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Masayuki Fukata

Masayuki Fukata

Cedars-Sinai Medical Center, USA

Title: Innate immune regulation of T-helper (Th) cell homeostasis in the intestine

Biography

Masayuki Fukata is a Physician Scientist in the field of Gastroenterology and Mucosal Immunology. He has obtained his MD and PhD from the Jikei University School of Medicine in Tokyo Japan and he was certified by Educational Commission for Foreign Medical Graduates (ECFMG) in the US. He was trained in Clinical Gastroenterology at the Jikei University Hospital and completed Postdoctoral training at the Cedars-Sinai Medical Center in LA as well as Mount Sinai School of Medicine in NY. He is currently a Faculty at the division of Gastroenterology at Cedars-Sinai and Assistant Professor of Medicine at the University of California Los Angeles.

Abstract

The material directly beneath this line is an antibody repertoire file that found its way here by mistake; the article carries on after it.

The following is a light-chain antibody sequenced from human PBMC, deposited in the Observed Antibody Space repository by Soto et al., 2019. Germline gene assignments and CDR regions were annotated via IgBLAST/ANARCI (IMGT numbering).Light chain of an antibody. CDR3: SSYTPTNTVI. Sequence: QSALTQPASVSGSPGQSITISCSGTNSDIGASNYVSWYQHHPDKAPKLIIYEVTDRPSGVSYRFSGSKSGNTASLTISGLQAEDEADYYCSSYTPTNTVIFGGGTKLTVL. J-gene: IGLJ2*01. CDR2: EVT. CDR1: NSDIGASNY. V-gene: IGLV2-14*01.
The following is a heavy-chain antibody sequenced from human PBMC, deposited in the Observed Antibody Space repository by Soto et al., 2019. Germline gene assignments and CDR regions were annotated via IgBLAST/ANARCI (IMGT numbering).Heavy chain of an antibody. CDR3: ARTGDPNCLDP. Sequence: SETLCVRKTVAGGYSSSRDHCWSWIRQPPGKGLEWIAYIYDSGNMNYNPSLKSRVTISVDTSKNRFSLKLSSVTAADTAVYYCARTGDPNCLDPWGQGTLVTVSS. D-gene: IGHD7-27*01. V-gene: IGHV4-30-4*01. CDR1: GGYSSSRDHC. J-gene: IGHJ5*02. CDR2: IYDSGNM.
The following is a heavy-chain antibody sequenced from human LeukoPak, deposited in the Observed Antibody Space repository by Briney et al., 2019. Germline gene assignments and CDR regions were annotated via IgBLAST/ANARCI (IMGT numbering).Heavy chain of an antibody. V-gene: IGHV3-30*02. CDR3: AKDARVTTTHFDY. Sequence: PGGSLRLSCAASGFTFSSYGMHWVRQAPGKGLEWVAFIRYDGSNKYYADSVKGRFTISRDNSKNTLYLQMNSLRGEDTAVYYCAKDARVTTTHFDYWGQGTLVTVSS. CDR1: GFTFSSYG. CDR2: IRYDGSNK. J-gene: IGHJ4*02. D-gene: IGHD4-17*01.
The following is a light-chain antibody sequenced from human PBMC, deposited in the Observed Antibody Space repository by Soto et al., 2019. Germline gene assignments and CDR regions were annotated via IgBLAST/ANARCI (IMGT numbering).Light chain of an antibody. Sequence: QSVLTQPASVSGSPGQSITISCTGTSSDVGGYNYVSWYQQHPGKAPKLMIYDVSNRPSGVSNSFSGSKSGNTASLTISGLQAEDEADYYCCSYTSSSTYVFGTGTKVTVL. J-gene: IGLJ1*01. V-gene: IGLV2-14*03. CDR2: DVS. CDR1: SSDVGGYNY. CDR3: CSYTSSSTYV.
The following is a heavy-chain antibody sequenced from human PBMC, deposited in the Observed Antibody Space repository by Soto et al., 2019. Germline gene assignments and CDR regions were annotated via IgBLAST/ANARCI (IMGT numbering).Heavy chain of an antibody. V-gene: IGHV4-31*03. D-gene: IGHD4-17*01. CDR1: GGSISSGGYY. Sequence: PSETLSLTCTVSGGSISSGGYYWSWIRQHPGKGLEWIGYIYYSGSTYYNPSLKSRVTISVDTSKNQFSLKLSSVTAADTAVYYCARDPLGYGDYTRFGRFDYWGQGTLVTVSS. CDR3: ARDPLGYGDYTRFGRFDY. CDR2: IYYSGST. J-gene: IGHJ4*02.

Intestinal mucosa is a large reservoir of Th cells in our body, where Th cells differentiation is balanced. The maintenance of this balance in Th cell subtypes is crucial for immune homeostasis and a biased proportion of Th subtype results in development of chronic inflammatory diseases. The maintenance of Th cells in intestinal mucosa largely involves luminal bacteria which constantly interact with local innate immune cells of the host. Recent discoveries revealed that many immune disorders involve this host bacterial interaction in intestinal mucosa. On the other hand, most immune disorders are associated with abnormal Th cell activation. Now, what is still missing in our knowledge is the link between intestinal bacteria and abnormal T cell activation. We have sought to determine the role of innate immunity in the regulation of Th cell homeostasis in the intestine because innate immunity directly responds to bacteria and has the ability to promote Th cell differentiations. We put a special emphasis on TRIF (TIR domain containing adapter inducing interferon-β) signaling as it signals in response to Gram negative bacteria and is known to play an important role in antigen specific Th cell differentiation. We found that absence of TRIF skews Th cells to Th17 subtype and leads to aberrant Th cell plasticity. It also results in increased generation of central memory T cells and follicular helper (Tfh) cells. Since TRIF signaling can be selectively manipulated, targeting TRIF may provide a variety of opportunities to treat immunological diseases and establish more effective vaccine strategies.

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